Degree Type


Date of Award


Degree Name

Doctor of Philosophy


Mechanical Engineering

First Advisor

R. C. Brown

Second Advisor

P. A. Molian


A two-dimensional finite difference model for reactive gas assisted laser cutting of metals is presented. The effects due to heat transfer and fluid dynamics are taken into consideration in the present model by simultaneously solving the conservation equations in the molten metal and gas jet regions. The solutions in the two regions are coupled at the erosion front where a free surface model is assumed. The erosion front is allowed to deform so that laser-material coupling can be determined based on the local incident angle. Oxidation reactions are considered only at the erosion front and the heat flux due to oxidation is calculated assuming near-equilibrium oxidation reactions;The solution strategy assumes that the flow above the workpiece can be approximated by an axisymmetric jet impingement problem with the specified nozzle operating conditions. The stagnation conditions on the wall of the workpiece are then used as inlet boundary conditions for the jet flow within the kerf. This approximation avoids the need to solve the near-axisymmetric flow above the workpiece and the flow within the kerf simultaneously;The numerical algorithm employs an implicit formulation. Time accuracy is achieved by Newton-Raphson iteration between time levels. To avoid the decoupling of pressure from the continuity equation in the incompressible Navier-Stokes equations, an artificial compressibility relation is used in place of the continuity equation. The spatial discretization depends on the governing equations of each region. In particular, a central scheme is used for the incompressible Navier-Stokes equations while an upwind flux-difference scheme is used for the complete Navier-Stokes equations. To suppress any oscillatory behavior near flow discontinuities, the flux differences are limited by Roe's Superbee flux limiter;Numerous test cases covering both compressible and incompressible flows are analyzed and presented as a validation step for the computer code. Results for laser cutting of a 6.35 mm thick low carbon steel plate with an oxygen gas jet are presented to demonstrate the capability of the present model to yield the details of the cutting process which are not directly observable in any experiment;In addition to the numerical modeling effort, experiments are performed in the present study to supplement the development of the model. Of particular interest is the characterization of the melt interface profile.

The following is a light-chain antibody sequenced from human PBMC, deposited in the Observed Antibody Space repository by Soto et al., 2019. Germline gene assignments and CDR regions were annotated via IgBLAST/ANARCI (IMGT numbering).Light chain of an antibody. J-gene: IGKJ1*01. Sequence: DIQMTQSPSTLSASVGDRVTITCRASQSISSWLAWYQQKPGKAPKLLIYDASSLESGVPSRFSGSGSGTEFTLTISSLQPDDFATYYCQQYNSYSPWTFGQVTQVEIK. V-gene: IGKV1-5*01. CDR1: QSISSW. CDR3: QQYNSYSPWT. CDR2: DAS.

Digital Repository @ Iowa State University,

Copyright Owner

Chin Kooi Lim



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126 pages